Finding anything: Real-time search with IndexTank Tim Spence April 19, 2011
About the PresenterTim Spence● Senior Infrastructure Engineer at MedHelp ( http://www.medhelp.org/ )● Former .NET developer● Recently converted to Ruby● In love with Open Source Software● More at http://whyhello.im/tim
Agenda● State of search today● Quick survey: how much time/effort did YOU spend implementing search on your webapp?● Examples of services that need improved search● IndexTank to the rescue● Case study: reddit.com
Agenda, continued● How I found out about IndexTank● Two apps I built with IndexTank● Live Demo
The State of Search Today● Not well implemented at all – Search works, but... – Barely● How many pages of results do you typically browse through before finding what you were looking for?● Or do you give up and head for google site search instead?
Survey Time!● How much time/effort did YOU spend implementing search on your webapp?● How many times have you iterated on your search feature?● When was the last time someone thanked you for building a powerful, reliable search feature for your webapp?
My Opinion● Search as an in-app feature is an afterthought● Minimal implementation is the norm● If it wasnt for MySQL/MS-SQL full text indexing, most apps probably wouldnt even have a search feature● Most good web apps dont make it easy for users to find specific content outside of predetermined navigation
Lets pick on some apps!● These are companies with great products, but their search comes up short● Dont worry–they can take it!
App #1: Github● Why these results arent so hot – Cant search by most recently maintained – Cant search by most popular (most watched) – Are you ready to browse 1,297 results?● Advanced search capabilities exist, but not the best interface – recency/popularity implemented, but require specific arguments
App #2: Amazon Web Services● ”Hey, I bet I can find an AMI from the community for the exact EC2 setup I need”● Fact: probably not
App #2: Amazon Web Services● Notice something missing? – No search – Only sort by date, title● Ready to browse 934 results? – Id rather build my own AMI● Incredible missed opportunity – o/s search – Stack search – etc...
Fact: Github & Amazon arent the only ones● Lots of good web services● Massive quantities of quality content● Unfortunately not discoverable in meaningful ways
Interlude: Sites with great search● Foodspotting – Proximity – Recency – Rating● Medhelp – Content category – Promoted content● Other sites I overlooked? Whose search do you like?
What was the point of that last slide?● Search can be useful if it is valued as a feature● Any company willing to invest in the resources can build and host a high quality search engine● However, must you roll your own?
Enter Search as a Service● No need for you to invest in additional infrastructure● No need to reinvent the wheel – Search is a solved problem – Let the experts refine it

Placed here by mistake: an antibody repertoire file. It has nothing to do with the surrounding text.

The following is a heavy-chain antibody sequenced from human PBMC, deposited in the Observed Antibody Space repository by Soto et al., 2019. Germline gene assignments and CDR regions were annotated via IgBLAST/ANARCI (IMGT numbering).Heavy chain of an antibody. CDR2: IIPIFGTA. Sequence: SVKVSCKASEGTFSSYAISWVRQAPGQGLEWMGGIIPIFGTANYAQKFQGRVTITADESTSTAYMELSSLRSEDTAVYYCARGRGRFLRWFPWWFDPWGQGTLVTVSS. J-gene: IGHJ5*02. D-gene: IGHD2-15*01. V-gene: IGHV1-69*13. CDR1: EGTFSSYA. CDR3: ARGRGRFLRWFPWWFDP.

IndexTank to the rescue!● Hosted–no load on your infrastructure● Powerful – Well get into the details next● Always Improving – Search IS their product● Freemium● Easy to implement
Everyone loves autocomplete● Saves users time● Potentially avoids spelling errors – Not for hunters/peckers● Adds a degree of intelligence to the search process
Faceting● Does it make sense for you to categorize documents in your index? – In all cases, YES● Consider your advanced users and the narrow results they seek – Dont make anyone sift through irrelevant results
Advanced Text Search (Beta)● Fuzzy search (Did you mean...?)● Stemming – Alternate word forms (tense, possession, etc...)● Alternate spellings – Misspellings
Other Benefits● Zero maintenance● Scalability included for free● Easy implementation – Clients available in many languages – Excellent documentation–Lets check it out● Excellent support – Humans or bots? You decide● Dog food: their site search is done well
Case Study: reddit.com● High traffic news aggregator (> 1.0E9 pvs/mo) with tons of content● Who remembers how bad reddits search was? – When it even worked● Cant blame them for trying – Many attempts, but none worked● IndexTank excelled in all areas● Lets check it out now
My experience with IndexTank● Discovered through Heroku/IndexTank contest● Built my first irl Rails app in an afternoon/evening w/ fellow hacker Chris Saylor (@cwsaylor)● Didnt win the contest but learned how easy it is to quickly create highly targeted search
App #1: Toxosis● Searchable database of toxic release data supplied by U.S. E.P.A.● Hosted at http://toxosis.heroku.com/● Search enabled on many fields including city/state/zip, toxin● Additional fields can be added to index – When I have time, of course...
More personal backstory● Still in the business of reinventing myself as a Rails developer● How to get a Rails gig? Develop an app multiple Rails apps and show it them off● Opportunities are everywhere–contests, hackathons, and weekend hacks for developer community
App #2: SXSWdex● Searchable database of 2011 SXSW attendees● Hosted at http://sxswdex.heroku.com/● Design goal: do a better job than SXSW official site● Search within bio, company, location, name● Facets: company, city/state
The moment weve all been waiting for● Lets build an app!
Questions?● Q&A time with an IndexTank engineer